A: The Park Doctrine gets is name from a United States Supreme Court case — United States v. Park 421 U.S. 658 (U.S. Sup. Ct. 1975). The case involved the CEO (Park) of Acme International and held him criminally liable for the unsanitary conditions in a company warehouse. Essentially, under the Park Doctrine, an individual may be held strictly liable for a misdemeanor violation of the Federal Food, Drug, and Cosmetic Act if he or she was a responsible corporate officer and had the power and authority to prevent and detect or correct a violation of the Act from occurring. It is important to note that the Park Doctrine holds up even where an individual does not directly supervise a particular operation or even have knowledge of the violation.

Q: The FDA has recently indicated that it may use the Park Doctrine in food safety cases. Why do you think the FDA has decided to start using the doctrine again now?

A: FDA has threatened to use the Park Doctrine across all industries that it regulates — foods, drugs, devices, etc. In a nutshell, FDA has taken the position that Warning Letters and other enforcement tools have not been as effective as the agency would like during the last several decades. With respect to foods, you must add in the numerous large-scale and high profile food recalls during the last five years, which have resulted in the FDA taking a beating in the press. Accordingly, the FDA is looking to tighten up what it considers to have been an extended period of lax enforcement, as well as to regain the confidence of the American consumer.

Q: What does the FDA’s usage of the doctrine mean for food companies?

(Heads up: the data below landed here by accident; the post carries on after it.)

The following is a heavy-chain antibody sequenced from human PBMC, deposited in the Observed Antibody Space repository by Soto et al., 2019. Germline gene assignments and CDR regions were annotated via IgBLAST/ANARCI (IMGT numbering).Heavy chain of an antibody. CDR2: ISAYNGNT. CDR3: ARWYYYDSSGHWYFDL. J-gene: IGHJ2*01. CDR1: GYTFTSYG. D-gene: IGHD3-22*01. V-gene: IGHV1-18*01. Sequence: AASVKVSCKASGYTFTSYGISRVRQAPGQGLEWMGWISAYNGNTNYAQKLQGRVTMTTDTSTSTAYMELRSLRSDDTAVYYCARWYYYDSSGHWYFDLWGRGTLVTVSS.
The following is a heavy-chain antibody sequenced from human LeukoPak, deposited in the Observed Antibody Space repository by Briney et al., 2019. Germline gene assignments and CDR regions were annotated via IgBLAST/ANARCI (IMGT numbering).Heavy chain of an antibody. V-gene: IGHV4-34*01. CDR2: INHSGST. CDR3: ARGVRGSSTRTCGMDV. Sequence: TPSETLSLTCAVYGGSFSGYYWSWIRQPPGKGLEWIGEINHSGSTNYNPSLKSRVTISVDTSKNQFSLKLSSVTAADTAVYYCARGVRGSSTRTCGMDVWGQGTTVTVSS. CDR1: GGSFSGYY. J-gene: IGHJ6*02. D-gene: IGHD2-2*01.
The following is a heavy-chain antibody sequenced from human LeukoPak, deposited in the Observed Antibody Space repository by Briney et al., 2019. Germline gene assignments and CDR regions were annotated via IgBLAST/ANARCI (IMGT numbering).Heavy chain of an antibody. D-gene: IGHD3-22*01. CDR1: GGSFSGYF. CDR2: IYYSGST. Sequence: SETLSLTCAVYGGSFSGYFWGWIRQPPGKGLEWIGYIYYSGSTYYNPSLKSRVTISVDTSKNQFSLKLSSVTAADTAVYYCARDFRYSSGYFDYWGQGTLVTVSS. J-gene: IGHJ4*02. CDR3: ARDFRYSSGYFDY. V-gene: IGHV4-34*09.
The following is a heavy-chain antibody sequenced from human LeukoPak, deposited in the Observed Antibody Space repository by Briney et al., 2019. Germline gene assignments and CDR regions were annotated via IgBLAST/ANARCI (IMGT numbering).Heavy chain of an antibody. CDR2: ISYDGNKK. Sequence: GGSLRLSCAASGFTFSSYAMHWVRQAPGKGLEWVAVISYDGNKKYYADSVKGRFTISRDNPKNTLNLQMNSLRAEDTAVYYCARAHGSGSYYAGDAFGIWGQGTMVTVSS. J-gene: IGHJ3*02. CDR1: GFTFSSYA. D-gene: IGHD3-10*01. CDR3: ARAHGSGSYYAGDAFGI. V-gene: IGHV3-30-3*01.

A: FDA generally considers the following factors in assessing whether it will use the Park Doctrine:

  • Whether the violation involves actual or potential harm to the public
  • Whether the violation is obvious
  • Whether the violation reflects a pattern of illegal behavior and/or failure to heed prior warnings
  • Whether the violation is widespread
  • Whether the violation is serious
  • The quality of the legal and factual support for the proposed prosecution
  • Whether the proposed prosecution is a prudent use of agency resources

For food companies, what this means is that they should be carefully reviewing their compliance programs, standard operating procedures and general operations. Companies must be very vigilant in ensuring that any compliance problems do not become so serious as to rise to the level of a Park Doctrine misdemeanor. As a practical matter, the Park Doctrine also means that senior management may be held criminally liable for violations of the Act — including GMP (and eventually HACCP) violations that are widespread and serious.

Q: How should food manufacturers prepare for the enforcement of FSMA and the Park Doctrine?

A: As noted above, manufacturers should start by carefully reviewing their compliance programs, standard operating procedures and operations. If it has been more than a year or two since the last quality audit, a new audit should be performed and the results scrutinized.

As a majority of firms already have some form of HACCP program in place, impact will vary depending on the level of enhancement needed to a company’s control plans and processes. There will be additional recordkeeping requirements that will affect workload, and adjustments will eventually need to be made for certain practices such as having all testing for regulatory purposes performed at a federal laboratory or an accredited non-federal laboratory.

Preparation will require a review of current practices and close monitoring of the FDA’s rulemakings and guidances that will flesh out the requirements of the FSMA over the next two to five years.

Interview By Lindsey Coblentz, Associate Editor